This week marked the 17th anniversary of the Israel army's unilateral evacuation from Gaza in 2005, after a physical occupation lasting 38 years. Gaza was always a thorn in the side of the occupation state, prompting former Israeli Prime Minister Yitzhak Rabin to say, "I wish I could wake up one day and find that Gaza has sunk into the sea."
It also forced Ariel Sharon, Prime Minister in 2005, to retreat from his categorical refusal to withdraw from Gaza and his commitment to Jewish settlements in the enclave. He withdrew his soldiers, evacuated thousands of settlers and destroyed all of their settlements in Gaza, unconditionally. Twenty-one settlements covering around 35 per cent of the Gaza Strip were destroyed as the troops and settlers pulled out.
The liberation of Gaza was a turning point in Palestinian history. It was the first time that the Palestinian people had used resistance to expel Israelis from Palestinian land occupied since the Nakba in 1948, without an agreement or political costs.
However, the occupation simply took another form, with a siege that controls Gaza's air, land and sea borders. Nevertheless, it has not settled down to a relatively comfortable but humiliating life. Instead, the people have opted for the path of resistance until the complete liberation of all of Palestine is achieved. Gaza was a symbol of steadfastness and defiance when the enemy took over the land, and became an icon of the resistance after pushing the enemy out.
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Israel acknowledges that the Gaza Strip is its southern front that can be ignited the quickest, and that it is the least stable. It knows that Gaza is a constant threat to the occupation. The Israeli security and intelligence services have to be on high alert at all times. How has this happened, despite the imposition of a comprehensive and ongoing siege?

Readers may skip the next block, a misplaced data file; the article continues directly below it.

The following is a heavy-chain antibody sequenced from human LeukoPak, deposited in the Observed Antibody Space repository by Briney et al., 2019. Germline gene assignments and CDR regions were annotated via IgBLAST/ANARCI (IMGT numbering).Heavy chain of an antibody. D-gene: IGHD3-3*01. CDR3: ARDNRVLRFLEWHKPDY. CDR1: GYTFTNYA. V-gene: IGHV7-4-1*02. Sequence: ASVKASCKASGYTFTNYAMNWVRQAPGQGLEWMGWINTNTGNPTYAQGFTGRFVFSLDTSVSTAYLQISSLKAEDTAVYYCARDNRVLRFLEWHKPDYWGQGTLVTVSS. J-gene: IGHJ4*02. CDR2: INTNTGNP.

A number of factors need to be considered. The victory of Hamas in the 2006 legislative election and the formation of a Palestinian government, for example, saw the rejection of the conditions imposed by the International Quartet for recognition of the Hamas-run Palestinian Authority. These conditions were official recognition of the occupation state of Israel; the rejection of resistance in all its forms; and acceptance of the Oslo Accords and international resolutions. This all paved the way for the development of the resistance movement in the Gaza Strip.
The PA leadership and the Fatah movement, both headed by Mahmoud Abbas, refused to accept the election result, despite formally recognising it, which led to security disorder and obstructed the work of the government formed by Hamas. A short, sharp armed confrontation between Fatah and Hamas security forces in 2007 ended with the Islamic Resistance Movement's complete control over the Gaza Strip.
The resultant security environment protected the resistance, and gave it legitimacy and cover for all of its branches, while allowing it to develop its military capabilities. At least thirteen resistance factions now have dozens of military sites, arms workshops and control and command rooms. The government security agencies provided them with support and protection, which saw resistance to the occupation replacing the doctrine of security coordination with Israel. It also contributed to limiting the role of Israeli collaborators and spies, drying up their sources and exposing Shin Bet plans; the Israeli security agency's cells in Gaza were dismantled.